Two Tory MPs Could Have Party Suspensions Lifted To Take Part In Theresa May No Confidence Vote

Charlie Elphicke and Andrew Griffiths had Conservative whip withdrawn amid allegations of misconduct.

Conservative whips are considering whether to lift the suspensions imposed on two MPs over alleged misconduct so they can take part in tonight’s no confidence vote in Theresa May.

Sir Graham Brady, who chairs the 1922 committee of backbench Tories and who will run Wednesday evening’s proceedings, said he was “waiting for confirmation from the chief whip” on whether Charlie Elphicke and Andrew Griffiths would have their suspensions lifted.

Elphicke has been suspended from the party since November 2017 over “serious” but unspecified allegations. The Dover MP has previously said he is “completely confident I will be able to prove my innocence”.

Griffiths quit as a minister and was suspended in July after reportedly bombarding a 28-year-old constituent and her friend with 2,000 lewd messages over social media during a three-week period. He is now seeking professional help.

Both have had the Conservative party whip withdrawn and have been voting as ‘independent’ MPs.

<strong>Tory MP Andrew Griffiths said he was seeking 'professional help' after being suspended</strong>
Tory MP Andrew Griffiths said he was seeking 'professional help' after being suspended

At a Westminster briefing, Sir Graham told reporters May would need to win the support of 50% of Conservative MPs, plus one, in order to remain prime minister.

But he was unable to confirm the mooted winning figure of 158 MPs, given the suspensions of Elphicke and Griffiths.

“I’m waiting for confirmation from the chief whip because it depends on whether either or both of the two colleagues who have had the whip suspended for a period were to have it restored or not,” he said.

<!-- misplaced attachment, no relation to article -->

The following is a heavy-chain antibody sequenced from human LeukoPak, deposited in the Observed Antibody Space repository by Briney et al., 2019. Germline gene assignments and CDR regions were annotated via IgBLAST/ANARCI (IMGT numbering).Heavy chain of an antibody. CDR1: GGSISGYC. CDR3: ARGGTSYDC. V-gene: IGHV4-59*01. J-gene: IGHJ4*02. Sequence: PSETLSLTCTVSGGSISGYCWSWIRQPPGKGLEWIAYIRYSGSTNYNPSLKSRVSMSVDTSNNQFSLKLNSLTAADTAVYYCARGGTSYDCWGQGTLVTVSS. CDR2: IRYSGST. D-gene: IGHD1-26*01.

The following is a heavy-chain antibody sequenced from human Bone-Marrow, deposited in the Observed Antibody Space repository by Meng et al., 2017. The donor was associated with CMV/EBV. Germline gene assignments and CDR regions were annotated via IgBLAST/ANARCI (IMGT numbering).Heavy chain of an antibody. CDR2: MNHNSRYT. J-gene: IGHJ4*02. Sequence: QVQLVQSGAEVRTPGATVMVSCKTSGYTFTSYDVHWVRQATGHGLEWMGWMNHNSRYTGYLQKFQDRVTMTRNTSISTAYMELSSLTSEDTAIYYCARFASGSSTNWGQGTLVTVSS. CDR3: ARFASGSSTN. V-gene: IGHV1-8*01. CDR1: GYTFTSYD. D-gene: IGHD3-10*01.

Asked if the pair could have their suspensions lifted, he went on: “Of course that could happen, I’m not saying it will happen, it could happen.

“I would need to know the final electoral roll before we open the ballot.”

<strong>Tory MP Charlie Elphicke has been suspended since November 2017 over “serious” but unspecified allegations.</strong>
Tory MP Charlie Elphicke has been suspended since November 2017 over “serious” but unspecified allegations.
PA Archive/PA Images

Labour’s shadow women and equalities minister Dawn Butler said: ”“It would be a betrayal of women for the Tories to let MPs who are suspended for sexual harassment back into their party just to allow them a vote in the leadership challenge.”

Further complicating matters is the fact that the verdict in the expenses trial of Conservative MP Craig Mackinlay is due on Wednesday.

Mackinlay, who represents South Thanet, allegedly failed to declare money spent in his 2015 election campaign against then-Ukip leader, Nigel Farage.

Given International Trade Secretary Liam Fox told BBC Politics Live the PM only needs to “win by one”, the outcomes of all three cases could prove vital.

As 1922 chairman, Sir Graham is in charge of running leadership elections.

He revealed it became “clear” to him yesterday that the threshold of 48 MPs’ letters of no confidence in May had been passed after a “fluid” few weeks., in which letters were withdrawn as well as submitted.

He telephoned the prime minister at 9.30pm last night after she returned to the UK from meetings in Europe with EU leaders as part of her efforts to win fresh Brexit concessions, and May made clear she wanted a quick contest.

<strong>Chairman of the backbench 1922 Committee Sir Graham Brady in Westminster </strong>
Chairman of the backbench 1922 Committee Sir Graham Brady in Westminster
PA Wire/PA Images

“During the course of yesterday it reached a point where it was clear the threshold had been passed,” Sir Graham said.

“There was an element of traffic in both directions but there was a point which showed it was clear.”

He went on: “The prime minister was keen to move forward as quickly as we could and resolve matters.

“And I guess conscious of the fact that continuing speculation is not terribly helpful any more than the fact of having a vote announced and held.

“There could have been a conversation about whether it would be sensible to delay until she was back from Brussels on Thursday, there wasn’t that conversation, the conversation was that it was her desire to resolve things promptly and that seemed to me to be entirely in keeping with what the rules sought.”

Tory MPs will take part in a secret ballot between 6pm and 8pm on Wednesday, with May’s fate expected to be announced at about 9pm.